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Cas Haley | La Si Dah

album review by John Powell

Cas Haley | La Si Dah

For those unfamiliar with Cas Haley, he is one of the finest voices in music today. Cas is a soul man joyfully playing in a reggae river. Most songs carry reggae influence, all receives heartfelt vocal performances, and many add in bass, drums, keys, and the occasional horns. Cas is highly underrated overall, but for fans of the genre, he is well respected.

Cas is proof that true musicians go through phases and their music grows up with them. It’s been three years since Connection came out, and that was when the budding artist began to tour with Giant Panda Guerilla Dub Squad, Trevor Hall, and The Green. La Si Dah started as a grassroots fundraiser from fans, and together these years made a magical piece of art.

For this new record, Cas dispensed with overdubbing and put his band in one room. Cas’ songwriting and performances have always had a classic, Harry Bellefonte or Aretha Franklin- old school sensibility to them, so now here comes a record that’s simple, light, and recorded in the old school way.

La Si Dah keeps up with reggae/soul flow, adding in three instrumentals. Cas is known for his voice, but his guitar and composing skills shouldn’t go unnoticed. In fact, Cas is stellar at creating easy to learn lyrics, easy to follow song structures, and yet still never comes off as rehashed or cliché.

Just to prove this, La Si Dah starts with an instrumental, “Jackson”, which is a short intro-type song, very fun and light. The mood throughout La Si Dah is summertime easiness. Nothing is stressed or angry.

Next is “La Dah, the first single. A lollipop pop rhythm sets the tone as Cas digs deep with some of his best lyrics. “It’s all okay, son/ the fact of the matter is/ you got to bless the whole world/ despite the things he never did.” This is Cas’ grandma talking to Cas about his father. It’s a narrative introspection via his respected elder. We get to learn about Cas here, gaining a sense for the importance he places on family and how his dad wasn’t there. Many can connect to this and sing along to the chorus: “La si dah.”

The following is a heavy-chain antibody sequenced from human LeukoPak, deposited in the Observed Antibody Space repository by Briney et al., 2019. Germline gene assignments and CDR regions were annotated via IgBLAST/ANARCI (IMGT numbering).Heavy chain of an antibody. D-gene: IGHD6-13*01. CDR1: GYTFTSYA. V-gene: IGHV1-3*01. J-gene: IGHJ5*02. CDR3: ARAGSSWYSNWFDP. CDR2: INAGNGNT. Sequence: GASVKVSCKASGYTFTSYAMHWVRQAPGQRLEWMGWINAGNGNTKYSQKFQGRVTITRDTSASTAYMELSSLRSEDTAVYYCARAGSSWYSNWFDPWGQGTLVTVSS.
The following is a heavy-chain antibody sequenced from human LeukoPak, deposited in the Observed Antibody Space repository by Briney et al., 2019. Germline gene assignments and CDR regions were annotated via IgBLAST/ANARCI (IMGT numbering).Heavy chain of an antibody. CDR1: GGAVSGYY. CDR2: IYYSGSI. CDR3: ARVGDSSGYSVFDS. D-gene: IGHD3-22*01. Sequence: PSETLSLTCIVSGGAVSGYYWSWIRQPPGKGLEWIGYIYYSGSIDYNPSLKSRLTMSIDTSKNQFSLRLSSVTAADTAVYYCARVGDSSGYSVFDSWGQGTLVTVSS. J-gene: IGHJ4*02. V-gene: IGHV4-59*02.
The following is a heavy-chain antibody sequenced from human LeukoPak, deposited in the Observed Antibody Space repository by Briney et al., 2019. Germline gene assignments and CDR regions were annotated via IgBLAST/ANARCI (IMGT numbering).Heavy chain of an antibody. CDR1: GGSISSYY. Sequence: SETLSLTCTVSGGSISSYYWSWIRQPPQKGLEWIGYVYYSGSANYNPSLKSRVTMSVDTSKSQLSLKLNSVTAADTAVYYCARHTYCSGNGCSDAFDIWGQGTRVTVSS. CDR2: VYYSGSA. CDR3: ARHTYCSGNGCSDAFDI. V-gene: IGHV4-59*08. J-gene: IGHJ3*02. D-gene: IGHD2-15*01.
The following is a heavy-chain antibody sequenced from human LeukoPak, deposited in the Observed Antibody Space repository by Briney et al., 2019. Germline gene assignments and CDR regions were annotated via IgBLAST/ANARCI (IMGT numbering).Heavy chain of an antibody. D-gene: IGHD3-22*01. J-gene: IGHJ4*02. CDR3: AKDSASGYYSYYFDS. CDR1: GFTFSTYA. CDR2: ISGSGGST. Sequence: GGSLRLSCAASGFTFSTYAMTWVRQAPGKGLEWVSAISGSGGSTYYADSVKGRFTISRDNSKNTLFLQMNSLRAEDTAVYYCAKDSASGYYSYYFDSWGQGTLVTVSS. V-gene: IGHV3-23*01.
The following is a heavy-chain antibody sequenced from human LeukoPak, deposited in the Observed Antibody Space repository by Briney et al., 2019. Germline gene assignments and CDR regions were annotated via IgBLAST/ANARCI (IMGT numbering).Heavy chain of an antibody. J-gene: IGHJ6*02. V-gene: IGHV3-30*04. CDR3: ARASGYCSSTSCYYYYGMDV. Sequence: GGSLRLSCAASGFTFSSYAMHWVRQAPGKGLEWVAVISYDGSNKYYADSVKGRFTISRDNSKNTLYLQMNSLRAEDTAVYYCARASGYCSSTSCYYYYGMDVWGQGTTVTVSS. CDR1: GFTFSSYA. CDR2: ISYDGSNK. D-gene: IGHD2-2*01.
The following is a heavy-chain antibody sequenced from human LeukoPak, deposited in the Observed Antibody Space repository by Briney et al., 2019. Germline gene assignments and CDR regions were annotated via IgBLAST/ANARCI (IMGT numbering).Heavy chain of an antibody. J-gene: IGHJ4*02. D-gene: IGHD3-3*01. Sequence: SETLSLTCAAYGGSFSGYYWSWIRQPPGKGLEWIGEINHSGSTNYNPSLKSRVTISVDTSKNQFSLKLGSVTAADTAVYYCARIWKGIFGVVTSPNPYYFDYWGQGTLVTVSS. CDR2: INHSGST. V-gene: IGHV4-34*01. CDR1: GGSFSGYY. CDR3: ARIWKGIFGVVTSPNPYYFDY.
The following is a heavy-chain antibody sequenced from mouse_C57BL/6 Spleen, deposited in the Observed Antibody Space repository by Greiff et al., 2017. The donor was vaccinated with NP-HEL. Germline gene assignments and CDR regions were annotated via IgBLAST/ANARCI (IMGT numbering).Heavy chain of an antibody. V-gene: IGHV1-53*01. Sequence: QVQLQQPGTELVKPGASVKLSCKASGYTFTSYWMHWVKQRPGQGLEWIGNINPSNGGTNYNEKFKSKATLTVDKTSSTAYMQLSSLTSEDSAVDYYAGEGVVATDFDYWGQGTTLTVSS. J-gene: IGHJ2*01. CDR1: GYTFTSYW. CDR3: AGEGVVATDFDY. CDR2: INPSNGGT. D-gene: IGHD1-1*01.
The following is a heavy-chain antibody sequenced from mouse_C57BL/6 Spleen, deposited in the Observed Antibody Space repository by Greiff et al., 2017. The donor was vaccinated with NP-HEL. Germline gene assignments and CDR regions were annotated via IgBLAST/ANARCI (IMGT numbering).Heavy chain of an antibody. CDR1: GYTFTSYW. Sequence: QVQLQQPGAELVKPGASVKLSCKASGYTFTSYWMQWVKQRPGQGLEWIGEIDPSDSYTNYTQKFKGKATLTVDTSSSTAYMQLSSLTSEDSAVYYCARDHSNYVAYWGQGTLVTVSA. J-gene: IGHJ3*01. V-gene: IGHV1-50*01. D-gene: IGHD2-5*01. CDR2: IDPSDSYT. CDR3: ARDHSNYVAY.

Deep and easy. Not a simple task. Cas makes gold.

Following is the roots reggae “Mama”. While it’s great Cas can pull off a variety of sounds, this particular set of songs is sometimes jolting. Pop, folk, soul, and drum n’ bass. He didn’t make it easy to pick an order, and I guess he did the best he could. “You are the ocean deep,” he sings on “Mama”, and “You are shelter from the storm.” As much as he cares about family, he cares about nature.

Cas covers “I’ve Got My Mojo Working”, proving that he could sing the phone book and make it not only sound like his own, but also fill it with spirit and meaning. It’s nothing special of a song, but he owns it, certainly. The fun other cover is “How Soon is Now?”, the 80s hit popularized by the show Charmed. With it, Cas holds to the instrumentation and melody, stripping it over any synth and therefore completely changing the song’s meaning and feel. Well done.

A key track is “Crazy Good Woman”, a song for his wife. When he gets to, “Are you in the garden/ are you in the park?” you’re hooked. You’re hooked over and over. A catchy flight of fancy, unlike any love song out there. The final track is also stellar. “Start This Over” is like the end-of-summer anthem. “We wonder where we go/ we wonder where we dream,” he sings; “The answer’s got to be...” And he leaves it there.

His first band effort to date, staple musicians include Ryan Eldridge on keys, Eric Neal on bass (and often upright, giving a certain feel), and Jacob Benenate on drums and percussion. Staying acoustic for the most part, this band has really developed a sound.

Is this better than Connection? It’s too different, so it’s not fair to compare. It is a change. Still sounds like Cas, though. Is still rich with melody and soul. Sam Cooke would probably eat this album up! Cas has come a long way and he’s more than happy to share his journey with us.

Bottom line: Yes, this album is as good as you want it to be, and maybe, in a lot of ways, better.


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